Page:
Chukovsky, Korney Ivanovich,
pseudonym of NIKOLAY VASILYEVICH KORNEYCHUKOV (b. March 31 [March 19, Old Style], 1882, St. Petersburg, Russian Empire--d. Oct. 28, 1969, Moscow), Russian literary critic, language theorist, translator, and author of children's books, often called the first modern Russian writer for children.
After completing his education, Chukovsky pursued a career in journalism, writing for an Odessa newspaper from 1901 to 1905, for two of those years as a correspondent in London. He subsequently (1905-08) edited the satiric journal Signal and began, with a book on Leonid Andreyev, a series of memoirs and analyses that would span three generations of Russian literary life. It was also during this period that he began making translations of works by English and American authors, notably Charles Dickens, Mark Twain, and Walt Whitman.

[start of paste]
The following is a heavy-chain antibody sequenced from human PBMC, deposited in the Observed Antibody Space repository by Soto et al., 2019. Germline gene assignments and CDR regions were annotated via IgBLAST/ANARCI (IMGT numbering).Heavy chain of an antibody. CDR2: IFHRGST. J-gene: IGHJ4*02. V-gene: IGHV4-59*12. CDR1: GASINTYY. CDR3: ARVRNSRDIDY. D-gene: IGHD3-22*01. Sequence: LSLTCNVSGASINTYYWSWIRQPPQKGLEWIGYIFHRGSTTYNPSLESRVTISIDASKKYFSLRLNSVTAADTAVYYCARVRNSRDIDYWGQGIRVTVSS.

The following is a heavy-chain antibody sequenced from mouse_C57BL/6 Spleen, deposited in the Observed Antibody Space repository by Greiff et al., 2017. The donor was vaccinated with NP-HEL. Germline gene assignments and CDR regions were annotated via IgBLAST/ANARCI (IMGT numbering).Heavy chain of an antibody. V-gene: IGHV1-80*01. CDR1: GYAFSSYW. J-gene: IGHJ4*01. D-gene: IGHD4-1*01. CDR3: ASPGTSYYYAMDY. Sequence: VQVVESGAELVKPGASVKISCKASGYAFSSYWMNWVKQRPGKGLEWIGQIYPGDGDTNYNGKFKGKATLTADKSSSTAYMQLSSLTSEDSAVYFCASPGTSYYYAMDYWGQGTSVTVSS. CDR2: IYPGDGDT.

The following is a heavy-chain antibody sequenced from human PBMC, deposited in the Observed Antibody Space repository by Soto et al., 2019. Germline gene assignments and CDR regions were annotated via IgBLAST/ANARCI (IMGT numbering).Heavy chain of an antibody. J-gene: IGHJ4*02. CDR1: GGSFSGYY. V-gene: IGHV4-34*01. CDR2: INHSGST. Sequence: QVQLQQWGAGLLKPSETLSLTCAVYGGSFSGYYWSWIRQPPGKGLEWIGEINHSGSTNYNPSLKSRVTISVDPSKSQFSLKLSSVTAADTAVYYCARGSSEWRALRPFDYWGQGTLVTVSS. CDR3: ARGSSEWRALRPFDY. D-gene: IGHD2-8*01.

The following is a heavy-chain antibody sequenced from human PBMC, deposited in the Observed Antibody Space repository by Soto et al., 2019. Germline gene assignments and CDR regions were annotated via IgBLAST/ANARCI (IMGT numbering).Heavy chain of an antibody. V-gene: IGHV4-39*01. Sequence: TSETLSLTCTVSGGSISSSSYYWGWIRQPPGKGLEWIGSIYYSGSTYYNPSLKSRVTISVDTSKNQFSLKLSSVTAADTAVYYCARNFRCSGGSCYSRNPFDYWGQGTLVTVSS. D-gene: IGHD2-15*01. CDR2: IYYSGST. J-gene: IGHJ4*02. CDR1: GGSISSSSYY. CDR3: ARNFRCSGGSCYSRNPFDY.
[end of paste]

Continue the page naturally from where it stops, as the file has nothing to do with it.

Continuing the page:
While his translations and criticism, particularly his lifelong study of the 19th-century poet Nikolay Nekrasov, were highly esteemed, Chukovsky's larger reputation rests on his writings for and about children. A number of his verse tales, including Krokodil (1917; "The Crocodile"), Moydodyr (1923; "Wash 'Em Clean"), and Tarakanishche (1923; "The Giant Roach"), are regarded as classics of the form; their clockwork rhythms and air of mischief and lightness in effect dispelled the plodding stodginess that had characterized prerevolutionary children's poetry. The conventional themes of cooperative action and social responsibility are always subordinate to the vivid stories themselves, which are generally fantasies based on everyday situations or on creatures familiar to children. Adaptations of these tales for the theater, motion pictures, and even opera and ballet (Sergey Prokofiev produced several of them) remained perennially popular throughout the 20th century. Chukovsky's study of the language of children, Ot dvukh do pyati (1933; "From Two to Five"), became a favorite guidebook for parents of small children and appeared in more than 20 editions.